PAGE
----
Machine learning strategy

Contra’s largest strategy allocation is the machine learning sleeve. Crabel was far from the first manager to apply AI and machine learning techniques, and they do not make up 100% of any of its strategies but have generated remarkable alpha. Crabel follows a “supervised” machine learning approach because the manager has found, during the past six years researching machine learning, that a very pure “unsupervised” approach of working with raw data, and “letting the data speak”, was not a failure but did not work particularly well. “Our own machine learning approach, making up around 20% of the flagship strategy, has been a success: generating a Sharpe of 1.5 over the past five years, double that of the parent portfolio from which the strategies were derived,” says Pomada.

Crabel’s machine learning process starts with humans filtering the alphas and deciding which ones to plug into the model, that does not choose them. The philosophy remains observation and hypothesis-based as it was before Crabel started to explore machine learning: known alphas are statistically significant signals for entering and exiting trades under certain market regimes. Many of the ideas fed into the machine learning engine build on the momentum and mean reversion models that Crabel has honed and refined over the decades, using terabytes of tick level data to test models. The trades pursued in this area could sound quite familiar – such as a price or volatility range breakouts under conducive market conditions – or could be more unfamiliar cocktails of alphas boosted to produce strategies.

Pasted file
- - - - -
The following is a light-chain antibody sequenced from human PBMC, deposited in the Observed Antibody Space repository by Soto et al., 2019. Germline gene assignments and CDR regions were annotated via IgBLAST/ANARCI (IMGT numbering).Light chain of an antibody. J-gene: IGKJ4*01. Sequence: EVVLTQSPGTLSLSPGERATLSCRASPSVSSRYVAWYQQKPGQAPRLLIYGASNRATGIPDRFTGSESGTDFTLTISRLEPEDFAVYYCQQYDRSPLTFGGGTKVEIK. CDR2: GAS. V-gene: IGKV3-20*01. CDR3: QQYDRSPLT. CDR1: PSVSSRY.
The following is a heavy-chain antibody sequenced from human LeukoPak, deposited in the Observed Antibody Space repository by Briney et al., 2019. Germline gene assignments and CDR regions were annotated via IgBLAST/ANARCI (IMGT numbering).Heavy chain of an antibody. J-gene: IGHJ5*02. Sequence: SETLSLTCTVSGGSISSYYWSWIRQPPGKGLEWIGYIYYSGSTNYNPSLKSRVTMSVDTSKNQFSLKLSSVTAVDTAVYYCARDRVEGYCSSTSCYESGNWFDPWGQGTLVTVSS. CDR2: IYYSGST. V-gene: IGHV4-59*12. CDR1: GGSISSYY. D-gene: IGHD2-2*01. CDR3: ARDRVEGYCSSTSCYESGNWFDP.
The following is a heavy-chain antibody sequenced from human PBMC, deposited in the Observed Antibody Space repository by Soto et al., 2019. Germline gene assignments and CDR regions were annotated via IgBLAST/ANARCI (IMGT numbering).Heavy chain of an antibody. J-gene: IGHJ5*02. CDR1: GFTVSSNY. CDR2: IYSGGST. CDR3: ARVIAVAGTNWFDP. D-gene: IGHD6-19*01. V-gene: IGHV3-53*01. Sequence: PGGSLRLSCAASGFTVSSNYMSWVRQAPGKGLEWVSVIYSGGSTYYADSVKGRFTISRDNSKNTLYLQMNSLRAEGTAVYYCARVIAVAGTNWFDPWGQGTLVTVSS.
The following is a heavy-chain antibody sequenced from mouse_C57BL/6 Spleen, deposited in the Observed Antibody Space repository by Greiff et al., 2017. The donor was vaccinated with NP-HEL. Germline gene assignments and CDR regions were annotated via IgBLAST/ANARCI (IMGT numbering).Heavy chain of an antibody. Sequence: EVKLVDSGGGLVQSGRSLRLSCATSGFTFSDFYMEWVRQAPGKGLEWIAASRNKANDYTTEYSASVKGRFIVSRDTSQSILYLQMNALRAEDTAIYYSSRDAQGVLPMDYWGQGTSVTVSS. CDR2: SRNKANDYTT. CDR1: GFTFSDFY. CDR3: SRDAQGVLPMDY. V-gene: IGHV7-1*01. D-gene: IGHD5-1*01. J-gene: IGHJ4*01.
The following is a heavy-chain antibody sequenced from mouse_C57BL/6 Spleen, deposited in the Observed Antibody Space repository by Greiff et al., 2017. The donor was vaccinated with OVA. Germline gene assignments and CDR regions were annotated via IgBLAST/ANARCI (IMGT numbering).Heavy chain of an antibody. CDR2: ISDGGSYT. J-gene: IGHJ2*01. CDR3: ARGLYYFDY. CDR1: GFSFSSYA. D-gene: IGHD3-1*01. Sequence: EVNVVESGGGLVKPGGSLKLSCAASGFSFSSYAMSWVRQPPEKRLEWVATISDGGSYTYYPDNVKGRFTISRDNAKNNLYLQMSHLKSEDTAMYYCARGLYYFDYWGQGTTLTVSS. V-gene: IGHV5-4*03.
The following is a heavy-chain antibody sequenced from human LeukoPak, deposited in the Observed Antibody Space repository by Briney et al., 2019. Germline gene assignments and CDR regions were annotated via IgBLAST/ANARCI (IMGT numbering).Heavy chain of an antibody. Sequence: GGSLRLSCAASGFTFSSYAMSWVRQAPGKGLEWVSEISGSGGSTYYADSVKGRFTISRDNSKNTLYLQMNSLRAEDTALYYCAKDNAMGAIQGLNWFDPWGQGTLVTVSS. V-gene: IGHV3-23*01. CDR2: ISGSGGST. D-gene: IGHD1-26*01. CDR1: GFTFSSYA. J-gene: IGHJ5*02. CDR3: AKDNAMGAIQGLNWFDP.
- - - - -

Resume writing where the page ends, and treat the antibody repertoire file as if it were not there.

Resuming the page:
“The machine learning approach breaks down strategies into features which are then reconstituted and recombined to regenerate alphas,” explains Pomada. “It also explores the alpha landscape by parameterising and contextualising historical alpha sources. The alphas that we have developed over 25 years are better explored, expressed and expanded through machine learning than by human hand. The research team have identified numerous alpha factors from various short-term strategies, and put them back together so they look very much like the strategies traded, in terms of timing, profit taking, stop losses and so on. This creates a vast library of regenerated trading strategies that are then further honed to produce a portfolio, that has a high expected return and Sharpe ratio, with minimal kurtosis or ‘fat tails’.” (Skewness is not in fact targeted during this optimisation process, but the strategies tend to be positively skewed anyway, partly due to the risk management process.)